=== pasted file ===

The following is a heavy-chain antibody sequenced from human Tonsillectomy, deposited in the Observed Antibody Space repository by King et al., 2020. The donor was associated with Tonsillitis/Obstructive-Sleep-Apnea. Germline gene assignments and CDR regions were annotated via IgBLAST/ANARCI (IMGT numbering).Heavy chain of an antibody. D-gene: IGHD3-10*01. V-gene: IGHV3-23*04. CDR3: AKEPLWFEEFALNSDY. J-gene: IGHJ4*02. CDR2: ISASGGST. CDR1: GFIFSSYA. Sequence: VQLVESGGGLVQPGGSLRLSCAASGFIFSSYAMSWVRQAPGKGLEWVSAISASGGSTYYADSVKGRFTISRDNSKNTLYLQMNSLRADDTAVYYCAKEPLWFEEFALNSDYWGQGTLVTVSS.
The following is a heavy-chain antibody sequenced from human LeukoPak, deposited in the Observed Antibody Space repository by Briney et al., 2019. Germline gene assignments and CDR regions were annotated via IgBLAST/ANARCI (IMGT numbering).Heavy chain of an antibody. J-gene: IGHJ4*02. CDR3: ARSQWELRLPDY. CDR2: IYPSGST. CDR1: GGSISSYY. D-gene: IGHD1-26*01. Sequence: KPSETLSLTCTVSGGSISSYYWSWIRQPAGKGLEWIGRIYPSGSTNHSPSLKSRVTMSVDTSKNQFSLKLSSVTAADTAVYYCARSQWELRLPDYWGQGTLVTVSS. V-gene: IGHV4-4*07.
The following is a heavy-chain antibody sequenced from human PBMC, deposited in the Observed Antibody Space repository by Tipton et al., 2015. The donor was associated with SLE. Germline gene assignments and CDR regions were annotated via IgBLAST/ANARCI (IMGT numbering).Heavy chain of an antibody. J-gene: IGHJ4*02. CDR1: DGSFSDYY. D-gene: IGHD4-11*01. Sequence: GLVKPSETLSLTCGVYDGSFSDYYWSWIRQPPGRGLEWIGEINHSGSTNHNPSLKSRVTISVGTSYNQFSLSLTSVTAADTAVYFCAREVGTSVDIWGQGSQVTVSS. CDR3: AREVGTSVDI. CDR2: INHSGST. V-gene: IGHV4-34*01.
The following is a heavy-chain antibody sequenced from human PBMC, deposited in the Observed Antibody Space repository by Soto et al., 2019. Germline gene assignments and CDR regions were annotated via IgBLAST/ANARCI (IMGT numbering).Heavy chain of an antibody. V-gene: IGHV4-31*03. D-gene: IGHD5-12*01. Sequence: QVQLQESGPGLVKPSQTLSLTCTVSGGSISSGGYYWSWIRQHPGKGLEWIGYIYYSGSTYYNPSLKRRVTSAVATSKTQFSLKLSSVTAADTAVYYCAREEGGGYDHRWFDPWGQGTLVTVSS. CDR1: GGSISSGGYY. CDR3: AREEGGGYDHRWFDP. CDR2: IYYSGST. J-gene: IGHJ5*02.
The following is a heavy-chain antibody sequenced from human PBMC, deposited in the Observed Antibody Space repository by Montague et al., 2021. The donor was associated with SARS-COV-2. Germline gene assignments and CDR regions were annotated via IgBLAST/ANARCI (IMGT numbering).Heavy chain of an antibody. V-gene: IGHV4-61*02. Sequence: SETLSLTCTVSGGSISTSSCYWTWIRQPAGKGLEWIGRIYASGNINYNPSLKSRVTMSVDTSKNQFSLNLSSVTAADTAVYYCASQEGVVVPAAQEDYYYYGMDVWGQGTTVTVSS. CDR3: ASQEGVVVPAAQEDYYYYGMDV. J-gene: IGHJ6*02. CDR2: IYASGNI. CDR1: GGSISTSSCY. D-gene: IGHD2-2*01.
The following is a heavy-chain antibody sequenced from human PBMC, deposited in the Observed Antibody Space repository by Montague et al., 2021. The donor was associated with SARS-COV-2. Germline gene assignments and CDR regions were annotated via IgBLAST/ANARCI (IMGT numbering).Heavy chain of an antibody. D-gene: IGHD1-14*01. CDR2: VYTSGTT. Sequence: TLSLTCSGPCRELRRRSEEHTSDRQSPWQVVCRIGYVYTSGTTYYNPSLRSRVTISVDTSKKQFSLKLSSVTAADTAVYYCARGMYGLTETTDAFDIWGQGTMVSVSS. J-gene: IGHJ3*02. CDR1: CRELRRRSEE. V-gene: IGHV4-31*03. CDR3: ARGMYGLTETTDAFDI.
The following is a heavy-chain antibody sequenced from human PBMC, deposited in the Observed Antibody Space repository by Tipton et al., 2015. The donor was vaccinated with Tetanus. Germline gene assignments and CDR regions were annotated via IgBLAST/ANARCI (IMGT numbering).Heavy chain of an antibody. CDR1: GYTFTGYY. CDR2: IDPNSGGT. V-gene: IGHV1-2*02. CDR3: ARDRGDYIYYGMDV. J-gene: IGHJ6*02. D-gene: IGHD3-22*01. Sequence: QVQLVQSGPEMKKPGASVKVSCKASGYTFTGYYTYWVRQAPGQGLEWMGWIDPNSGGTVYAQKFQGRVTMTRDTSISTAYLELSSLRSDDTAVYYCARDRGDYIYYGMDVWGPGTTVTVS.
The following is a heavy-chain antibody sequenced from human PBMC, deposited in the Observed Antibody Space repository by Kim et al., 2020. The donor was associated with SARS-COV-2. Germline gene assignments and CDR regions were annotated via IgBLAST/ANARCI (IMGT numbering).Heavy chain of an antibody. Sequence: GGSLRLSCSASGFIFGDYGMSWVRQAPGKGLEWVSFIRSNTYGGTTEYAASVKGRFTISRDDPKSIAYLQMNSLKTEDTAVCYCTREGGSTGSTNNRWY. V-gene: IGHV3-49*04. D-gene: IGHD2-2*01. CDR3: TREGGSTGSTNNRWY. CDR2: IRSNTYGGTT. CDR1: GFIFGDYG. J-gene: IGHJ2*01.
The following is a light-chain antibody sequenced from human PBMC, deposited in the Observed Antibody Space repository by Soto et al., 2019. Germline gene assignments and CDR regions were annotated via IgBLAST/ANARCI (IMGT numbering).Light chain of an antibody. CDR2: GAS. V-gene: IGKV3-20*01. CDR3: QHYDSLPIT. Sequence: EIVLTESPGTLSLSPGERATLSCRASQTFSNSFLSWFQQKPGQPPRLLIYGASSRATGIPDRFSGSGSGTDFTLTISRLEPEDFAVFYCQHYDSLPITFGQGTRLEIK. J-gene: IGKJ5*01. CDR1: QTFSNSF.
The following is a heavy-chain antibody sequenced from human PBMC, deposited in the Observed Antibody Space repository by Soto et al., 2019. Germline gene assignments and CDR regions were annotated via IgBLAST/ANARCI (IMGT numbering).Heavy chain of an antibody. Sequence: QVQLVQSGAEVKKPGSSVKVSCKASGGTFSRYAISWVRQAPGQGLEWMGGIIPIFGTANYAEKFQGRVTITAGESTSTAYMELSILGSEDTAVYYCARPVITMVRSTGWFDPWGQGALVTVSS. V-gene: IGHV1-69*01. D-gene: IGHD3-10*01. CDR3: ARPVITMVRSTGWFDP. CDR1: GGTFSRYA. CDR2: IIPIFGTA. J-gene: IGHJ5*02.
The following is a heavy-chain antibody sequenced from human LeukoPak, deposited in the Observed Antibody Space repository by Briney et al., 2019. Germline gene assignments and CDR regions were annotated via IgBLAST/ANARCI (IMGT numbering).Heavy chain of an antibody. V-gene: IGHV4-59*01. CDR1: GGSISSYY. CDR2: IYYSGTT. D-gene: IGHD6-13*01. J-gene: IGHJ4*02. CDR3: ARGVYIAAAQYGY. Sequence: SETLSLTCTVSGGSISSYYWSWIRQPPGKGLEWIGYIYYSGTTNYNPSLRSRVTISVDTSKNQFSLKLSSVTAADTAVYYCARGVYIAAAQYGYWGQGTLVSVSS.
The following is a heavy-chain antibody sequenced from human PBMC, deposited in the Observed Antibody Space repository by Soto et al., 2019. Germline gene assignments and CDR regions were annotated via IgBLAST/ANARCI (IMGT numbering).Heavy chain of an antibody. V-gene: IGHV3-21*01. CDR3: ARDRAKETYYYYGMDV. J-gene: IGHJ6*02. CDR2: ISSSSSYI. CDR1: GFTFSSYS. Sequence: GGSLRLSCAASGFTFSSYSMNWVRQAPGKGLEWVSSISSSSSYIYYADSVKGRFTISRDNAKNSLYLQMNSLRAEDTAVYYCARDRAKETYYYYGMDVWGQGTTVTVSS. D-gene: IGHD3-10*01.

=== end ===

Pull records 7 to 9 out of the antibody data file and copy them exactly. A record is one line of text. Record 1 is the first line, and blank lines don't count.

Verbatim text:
The following is a heavy-chain antibody sequenced from human PBMC, deposited in the Observed Antibody Space repository by Tipton et al., 2015. The donor was vaccinated with Tetanus. Germline gene assignments and CDR regions were annotated via IgBLAST/ANARCI (IMGT numbering).Heavy chain of an antibody. CDR1: GYTFTGYY. CDR2: IDPNSGGT. V-gene: IGHV1-2*02. CDR3: ARDRGDYIYYGMDV. J-gene: IGHJ6*02. D-gene: IGHD3-22*01. Sequence: QVQLVQSGPEMKKPGASVKVSCKASGYTFTGYYTYWVRQAPGQGLEWMGWIDPNSGGTVYAQKFQGRVTMTRDTSISTAYLELSSLRSDDTAVYYCARDRGDYIYYGMDVWGPGTTVTVS.
The following is a heavy-chain antibody sequenced from human PBMC, deposited in the Observed Antibody Space repository by Kim et al., 2020. The donor was associated with SARS-COV-2. Germline gene assignments and CDR regions were annotated via IgBLAST/ANARCI (IMGT numbering).Heavy chain of an antibody. Sequence: GGSLRLSCSASGFIFGDYGMSWVRQAPGKGLEWVSFIRSNTYGGTTEYAASVKGRFTISRDDPKSIAYLQMNSLKTEDTAVCYCTREGGSTGSTNNRWY. V-gene: IGHV3-49*04. D-gene: IGHD2-2*01. CDR3: TREGGSTGSTNNRWY. CDR2: IRSNTYGGTT. CDR1: GFIFGDYG. J-gene: IGHJ2*01.
The following is a light-chain antibody sequenced from human PBMC, deposited in the Observed Antibody Space repository by Soto et al., 2019. Germline gene assignments and CDR regions were annotated via IgBLAST/ANARCI (IMGT numbering).Light chain of an antibody. CDR2: GAS. V-gene: IGKV3-20*01. CDR3: QHYDSLPIT. Sequence: EIVLTESPGTLSLSPGERATLSCRASQTFSNSFLSWFQQKPGQPPRLLIYGASSRATGIPDRFSGSGSGTDFTLTISRLEPEDFAVFYCQHYDSLPITFGQGTRLEIK. J-gene: IGKJ5*01. CDR1: QTFSNSF.